When you travel there is bound to be some type of hilarious encounter.
Quite often due to a breakdown in communication between languages.
But what if that breakdown is in your native language?
Well, that can make it unexpected and garner even more giggles!
It’s Monday, so I thought that if you’re anything like me you could use a little humor in your life today.
Even in the United States, sometimes trying to understand what a person from the Deep South or from New England is saying may take them repeating it a few times before you catch on to what they are saying. If they throw in some local slang, it may become even harder!
We had already experienced working through differences in the English language on our first overseas trip. We were relieved that everyone in Amsterdam spoke English, but differences in colloquialisms came into play on a trip to Starbucks. One of the teenagers asked for a squirt of chocolate in their frappuccino. You could tell by the look the barista’s face that she wasn’t really sure what “squirt” meant. Some hand gestures later and it was agreed upon that “pump” was the term that she was familiar with. Which only makes sense given that is the term Starbucks uses. It was a wonderful learning experience for the teenager in how to work through language barriers.
Yes, we both speak English.
However, the best breakdown between English languages was experienced on my trip to Scotland. Given that English is their primary language, it never occurred to me that there might be any issues. Understanding their accent, maybe some issues. Complete cluelessness about language, never.
In this post, where I took you on the tour of the Murals of Glasgow, I mentioned that while we were in Glasgow we decided to take the train to Shotts to watch some of the Highland Games.
After making my mother and aunt hike from the train station to the location of the Highland Games, we finally made it.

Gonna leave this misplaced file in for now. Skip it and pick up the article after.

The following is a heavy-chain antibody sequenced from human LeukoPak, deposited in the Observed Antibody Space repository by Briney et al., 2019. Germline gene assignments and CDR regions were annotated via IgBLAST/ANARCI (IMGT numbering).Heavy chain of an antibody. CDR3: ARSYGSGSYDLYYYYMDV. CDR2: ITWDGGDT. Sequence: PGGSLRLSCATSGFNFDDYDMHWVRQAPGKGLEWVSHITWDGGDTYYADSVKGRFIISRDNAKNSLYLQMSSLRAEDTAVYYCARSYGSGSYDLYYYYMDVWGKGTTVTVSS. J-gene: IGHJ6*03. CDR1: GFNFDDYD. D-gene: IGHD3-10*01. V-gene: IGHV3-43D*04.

When we approached the sign stating the entry fees, I commented to my mother “it’s 5£ each. There’s something about concessions being 4£. I don’t know if that means we have to purchase a ticket to be able to eat, but we’ll figure it out when we get inside. We can always come back and get that later.”
I hear all of you who are from the United Kingdom snickering already.
Don’t worry, it gets better.
I pay for the three of us to get through the gate. Our accents give away the fact that we are not locals so they give my mother a collectible spoon that they have for people who’ve traveled a long way. I think “what about me?” for a second, but then am relieved because I’m a minimalist-in-training and collectibles are not what I’m striving toward.
It’s already close to lunchtime so we know that we will be hungry soon. I see prices on the food trailers, but I’m still confused. My mom decides that she is going to go back to the gate and ask them if we need a ticket.
A few minutes later, she comes walking toward me. I can see that she is holding back tears of laughter. She tells me that I’m not going to believe what happened.
She asked them “what about the concessions?” and the lady taking the money says “well…” and the other lady in the booth steps into view, possibly concerned that my mother is going to become argumentative. The lady finishes her sentence “that’s really for people who are older than you.” To which my mother replies “oh, so it has nothing to do with food.” And they all start laughing and assuring her that “no, it’s not about food.”
Apparently, “concessions” in Scotland is what we refer to in the United States as a “senior citizen discount” and my mother is not in her mid-60’s or even 60 for that matter so they were surprised she was asking about the discount. In the United States “concessions” refers to a “concession stand”, a place where you purchase food at events. We thought that we couldn’t eat without a ticket to frequent the food trucks!
We laughed about that for days and still laugh every time we remember our “concession” experience.
I hope you found a good laugh in it too!
Oh.. and in case you’re wondering what Scottish men wear under their kilts… that day it was compression shorts.
Let your light shine!